Unemployment Drops...As More Men Move Back Home

Statistics released Friday see unemployment at its lowest point since the end of 2008: 7.4 percent, down from 9 percent two years ago. That's not to say the aftereffects of the recession aren't still felt: New research reveals that more adults than ever before are moving back home — especially men.

The number of Millennials living with their parents has peaked at a four-decade high, with a third of women between 18 and 31 staying firmly put at home. Even though the recession officially ended in 2009, more adults report living at home with their parents each passing year.

And apparently, men are even more likely to still be living with Mom and Dad — two out of every five American men, actually, according to the Pew Research Center.

Potentially because of the well-documented effects of the economic crisis, it's become more acceptable to throw your hands in the air and move back home. By 2012, unemployed Millennials had become far more likely to be living with their parents than five years previously — half called it a day and did so, as opposed to less than a third in 2007.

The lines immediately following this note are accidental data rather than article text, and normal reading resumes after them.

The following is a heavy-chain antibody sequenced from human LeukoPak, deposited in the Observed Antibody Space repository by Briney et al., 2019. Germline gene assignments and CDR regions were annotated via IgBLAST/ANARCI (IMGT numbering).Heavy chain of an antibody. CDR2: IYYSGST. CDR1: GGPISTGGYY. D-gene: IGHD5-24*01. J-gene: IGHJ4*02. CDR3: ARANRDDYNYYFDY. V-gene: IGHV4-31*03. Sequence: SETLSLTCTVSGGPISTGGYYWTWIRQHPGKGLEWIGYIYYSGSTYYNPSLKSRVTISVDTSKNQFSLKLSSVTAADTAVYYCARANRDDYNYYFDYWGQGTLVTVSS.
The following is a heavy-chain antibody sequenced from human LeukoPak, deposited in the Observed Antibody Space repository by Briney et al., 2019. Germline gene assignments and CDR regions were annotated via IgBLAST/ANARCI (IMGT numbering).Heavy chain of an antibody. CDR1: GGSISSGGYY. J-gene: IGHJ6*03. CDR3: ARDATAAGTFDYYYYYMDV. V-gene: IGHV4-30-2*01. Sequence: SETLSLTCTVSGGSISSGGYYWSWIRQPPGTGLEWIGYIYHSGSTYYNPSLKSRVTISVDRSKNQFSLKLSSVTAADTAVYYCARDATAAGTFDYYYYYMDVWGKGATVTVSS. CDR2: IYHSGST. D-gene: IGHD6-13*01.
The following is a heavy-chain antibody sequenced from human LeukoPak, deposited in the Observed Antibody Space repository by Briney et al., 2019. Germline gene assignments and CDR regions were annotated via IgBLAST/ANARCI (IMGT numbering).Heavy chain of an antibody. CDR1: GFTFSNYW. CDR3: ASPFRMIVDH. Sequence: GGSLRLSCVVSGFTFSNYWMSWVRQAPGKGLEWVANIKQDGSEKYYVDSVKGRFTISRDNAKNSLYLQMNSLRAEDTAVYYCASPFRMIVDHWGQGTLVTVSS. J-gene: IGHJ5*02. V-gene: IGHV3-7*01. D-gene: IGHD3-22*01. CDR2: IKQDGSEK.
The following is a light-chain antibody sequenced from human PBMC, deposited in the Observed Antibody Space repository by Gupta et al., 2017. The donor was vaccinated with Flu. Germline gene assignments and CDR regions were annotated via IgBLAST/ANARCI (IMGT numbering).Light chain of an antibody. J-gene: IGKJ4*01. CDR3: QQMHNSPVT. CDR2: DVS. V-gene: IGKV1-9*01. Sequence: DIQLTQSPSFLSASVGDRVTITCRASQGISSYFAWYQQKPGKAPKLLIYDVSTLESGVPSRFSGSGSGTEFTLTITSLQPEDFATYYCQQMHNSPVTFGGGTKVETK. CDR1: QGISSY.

College enrollment is also on the up, even if potential students are ruling out expensive private colleges. Pew counted students living in dorms for the academic year as "living at home" for the purpose of the study, so that trend explains part of the rise.

Another factor could be that marriage is also declining for twentysomethings — five years ago, almost a third of us were married, and now it's down to a quarter. Since it's easier to live at home without having to awkwardly ask if the old ball and chain can join you, unmarried millennials are far more likely to do so.

The recession has had some other unexpected effects on the male young-adult population. A University of Kansas study found that men are more likely to tackle domestic chores, and are happier to let their wives bring home the bacon than ever. The economic climate has changed the way men approach masculinity, said the study's lead researcher:

It changes how men think of themselves. Usually men see themselves as supporters of the family, and since a lot of them are no longer able to do that alone on their income, they have to construct their identity in a new way to allow them to still think positively of themselves.

Other gender-based recession findings suggest that men were hit harder by job losses and minimized pay, but bounced back faster than women — often by breaking into typically female-led fields, such as health services and education.